Sports from the week of June 11, 2003
Two Panther relays earn sixth-place state medals
The Panther girls 4x800 meter relay team was not able to repeat as state champs Class A champions in the state track meet held in Blaine Saturday.
Last year, the team won the race with a time of 9:40.27. The squad this year posted a 9:55.52, which was good enough for a sixth place finish.
The team members were the same as last year. Seniors Kristin Sweetman and Laura Zwach ran the first two legs, followed by Rebecca Gervais and Jillian Tholen.
Gervais, however, missed most of the first part of the season.
"I would say the big difference between this year and last was that we did not get to work together as much because Rebecca (Gervais) missed most of the first part of the season," said Jillian Tholen.
Tholen placed 14th in the 1600 meter race and was disappointed in her performance.
"I did not have a particularly good day," said Tholen.
Bobbi Jo Buyck placed 12th in pole vault competition.
The Panthers 4x100 meter relay team of Tina McIntire, Jenna Schaar, Melissa Luckhardt and Sarah Fritz earned sixth-place medals with a time of 51.72.
"They just weren't as lucky this year," said Assistant Track Coach Gale Otto. "The hand-offs were not as crisp as they were in the Section 3A Meet at Montevideo. Plus they were running against the best in the state."
The Panthers' 4x400 meter relay team of Jenna Schaar, Rebecca Gervais, Jillian Tholen and Melissa Luckhardt ran to an eighth place finish with a time of 4:16.41. Their race, delayed 15 minutes by heavy rains, was run during a steady drizzle.
Concentration, practice make archery fun
Josh Lubben, son of Keith and Val Lubben of Tracy, has compiled an amazing record of successes as an archer at the tender age of eleven. As members of the Saratoga Archery Club, Joshua and his father started practicing archery in their garage in 1999.
Josh entered his first state tournament 4 years ago with very limited success but he had caught the bug and wanted more. On the way home he said, "I want to win that tournament some day. I want to walk up and stand on that podium right above the number one."
Practice time increased but success lagged. Lubben participated in the National Tournament in Kansas City in 2000 but was not doing well. As Josh struggled a man approached his father and said, "I have been watching. He is not having any fun and neither are you."
"Can you help us?" asked Keith.
"Yes", answered the stranger. "You must teach your son to shoot with absolutely no fear. He must learn to shoot so that he puts 100% of his mind on aiming. He must learn to shoot in such a way that he doesn't know when the arrow is going off, so that he just aims. It will take at least a year of dedicated hard practice to learn to shoot this way but you can then have fun again." The stranger's name was Bart Larson, a professional archer.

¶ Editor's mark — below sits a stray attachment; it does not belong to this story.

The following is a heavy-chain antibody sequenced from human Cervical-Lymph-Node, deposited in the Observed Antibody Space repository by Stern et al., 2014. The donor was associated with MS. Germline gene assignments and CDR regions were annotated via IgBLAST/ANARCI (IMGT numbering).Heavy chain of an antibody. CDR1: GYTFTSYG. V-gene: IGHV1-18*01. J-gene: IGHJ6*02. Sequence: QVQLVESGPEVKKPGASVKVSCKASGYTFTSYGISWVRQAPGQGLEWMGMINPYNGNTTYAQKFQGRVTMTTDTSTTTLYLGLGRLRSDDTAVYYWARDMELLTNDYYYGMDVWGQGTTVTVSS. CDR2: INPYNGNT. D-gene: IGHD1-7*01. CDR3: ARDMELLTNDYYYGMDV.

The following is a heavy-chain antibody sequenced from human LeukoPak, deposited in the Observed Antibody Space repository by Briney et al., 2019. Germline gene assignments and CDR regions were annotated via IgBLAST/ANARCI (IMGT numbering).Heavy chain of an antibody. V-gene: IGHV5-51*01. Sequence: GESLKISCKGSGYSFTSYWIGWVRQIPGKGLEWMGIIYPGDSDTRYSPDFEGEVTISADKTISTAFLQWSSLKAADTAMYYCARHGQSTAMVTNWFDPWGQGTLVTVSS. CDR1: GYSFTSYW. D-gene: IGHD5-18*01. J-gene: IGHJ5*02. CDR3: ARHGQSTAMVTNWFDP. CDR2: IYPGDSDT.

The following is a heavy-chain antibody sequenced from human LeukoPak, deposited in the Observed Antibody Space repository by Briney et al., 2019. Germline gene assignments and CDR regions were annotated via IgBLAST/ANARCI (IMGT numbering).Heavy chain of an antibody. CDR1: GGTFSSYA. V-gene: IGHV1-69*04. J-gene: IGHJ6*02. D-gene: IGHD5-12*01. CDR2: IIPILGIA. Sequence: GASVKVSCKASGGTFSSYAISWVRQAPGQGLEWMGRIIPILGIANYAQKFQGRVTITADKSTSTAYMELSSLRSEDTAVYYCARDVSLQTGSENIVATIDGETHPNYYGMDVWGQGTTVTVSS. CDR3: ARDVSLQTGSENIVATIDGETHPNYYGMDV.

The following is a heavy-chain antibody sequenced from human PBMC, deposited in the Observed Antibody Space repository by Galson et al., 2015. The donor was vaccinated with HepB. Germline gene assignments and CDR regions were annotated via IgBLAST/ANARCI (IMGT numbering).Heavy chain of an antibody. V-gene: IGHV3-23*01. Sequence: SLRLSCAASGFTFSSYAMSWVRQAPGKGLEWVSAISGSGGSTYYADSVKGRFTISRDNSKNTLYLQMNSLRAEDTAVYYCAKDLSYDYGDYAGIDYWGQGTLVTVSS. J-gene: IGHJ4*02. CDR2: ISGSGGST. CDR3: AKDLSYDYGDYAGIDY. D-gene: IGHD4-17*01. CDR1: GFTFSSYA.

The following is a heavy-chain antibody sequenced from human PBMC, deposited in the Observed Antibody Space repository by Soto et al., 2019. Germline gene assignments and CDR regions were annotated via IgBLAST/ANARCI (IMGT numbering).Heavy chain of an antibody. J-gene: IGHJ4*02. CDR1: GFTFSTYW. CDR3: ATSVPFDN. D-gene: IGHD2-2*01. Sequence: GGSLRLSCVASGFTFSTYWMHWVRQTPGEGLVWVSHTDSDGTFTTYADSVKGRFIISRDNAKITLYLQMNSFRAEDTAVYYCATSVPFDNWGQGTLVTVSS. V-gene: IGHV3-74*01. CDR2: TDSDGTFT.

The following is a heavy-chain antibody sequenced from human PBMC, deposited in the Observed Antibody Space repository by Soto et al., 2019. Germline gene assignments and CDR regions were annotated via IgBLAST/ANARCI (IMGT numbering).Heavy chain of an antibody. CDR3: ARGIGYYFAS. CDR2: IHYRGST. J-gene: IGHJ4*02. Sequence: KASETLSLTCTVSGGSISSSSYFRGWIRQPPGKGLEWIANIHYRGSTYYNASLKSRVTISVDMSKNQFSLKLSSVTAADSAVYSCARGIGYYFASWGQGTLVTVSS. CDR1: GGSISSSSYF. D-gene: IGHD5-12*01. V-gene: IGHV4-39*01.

Josh worked hard at his new method, "Have fun and aim hard" and on April 16, 2002 he shot his first perfect score of 300 at ten years of age. A perfect score is achieved by putting 60 arrows in the bulls-eye at 5 points apiece.
In the summer of 2002 the Lubbens intensified their practice routine and added things to improve concentration such as loud noises and strong competition between father and son. When Josh would question why they were working so hard he was reminded of his own stated desire to win the championship.
During the 16 week 2003 tournament season Josh shot in 13 tournaments and won 11 of them. In one stretch he shot 10 weekend tournaments in a row and traveled over 7,000 miles.
In the Seven State Sectional tournament at Hutchinson, MN there were state champions from the surrounding states plus the national champion. In Josh's division three contestants (including Josh) shot perfect scores of 300 on the first day. Josh was the only one to shoot back to back 300's to win.
Josh is pictured with his South Dakota State Championship Trophy, Minnesota State Championship Plaque, Seven State Sectional Trophy, South Dakota Shooter of the Year Plaque, Minnesota Grand Championship Plaque and Minnesota State Record Certificate.
Baseball awards presented
The Panther baseball team concluded its 2003 season with a record of 6 wins and 16 losses and graduates four seniors. The graduating seniors are Tim Byrne, Matt Schreier, Greg Carlson and Austin Skoblik.
The team selected Donald Strand as the winner of the Golden Glove award (best defensive player). Greg Carlson won the Golden Arm award as the most valuable pitcher plus winning the "Mr. offense award" (most valuable offensive player). The "Mr. Team" award (the player with a great attitude and did whatever was asked for the good of the team) went to Anders Davidson. The "Rookie of the Year" award went to Derek Radke and the "Most improved player" award went to Brett Jackson. Team captains for the 2004 season will be Matt Person, Anders Davidson and Pat Spielman.